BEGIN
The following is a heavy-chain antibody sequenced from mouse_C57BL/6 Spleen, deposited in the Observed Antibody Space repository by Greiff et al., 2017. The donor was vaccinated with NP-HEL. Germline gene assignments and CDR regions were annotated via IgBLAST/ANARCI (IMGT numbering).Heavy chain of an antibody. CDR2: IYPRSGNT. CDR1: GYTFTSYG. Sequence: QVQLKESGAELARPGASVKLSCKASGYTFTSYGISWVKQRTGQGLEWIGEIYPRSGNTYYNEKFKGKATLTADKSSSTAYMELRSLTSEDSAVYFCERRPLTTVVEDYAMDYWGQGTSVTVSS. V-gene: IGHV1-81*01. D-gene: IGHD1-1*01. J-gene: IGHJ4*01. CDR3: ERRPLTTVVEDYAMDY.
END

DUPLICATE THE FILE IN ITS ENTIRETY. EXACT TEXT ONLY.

The following is a heavy-chain antibody sequenced from mouse_C57BL/6 Spleen, deposited in the Observed Antibody Space repository by Greiff et al., 2017. The donor was vaccinated with NP-HEL. Germline gene assignments and CDR regions were annotated via IgBLAST/ANARCI (IMGT numbering).Heavy chain of an antibody. CDR2: IYPRSGNT. CDR1: GYTFTSYG. Sequence: QVQLKESGAELARPGASVKLSCKASGYTFTSYGISWVKQRTGQGLEWIGEIYPRSGNTYYNEKFKGKATLTADKSSSTAYMELRSLTSEDSAVYFCERRPLTTVVEDYAMDYWGQGTSVTVSS. V-gene: IGHV1-81*01. D-gene: IGHD1-1*01. J-gene: IGHJ4*01. CDR3: ERRPLTTVVEDYAMDY.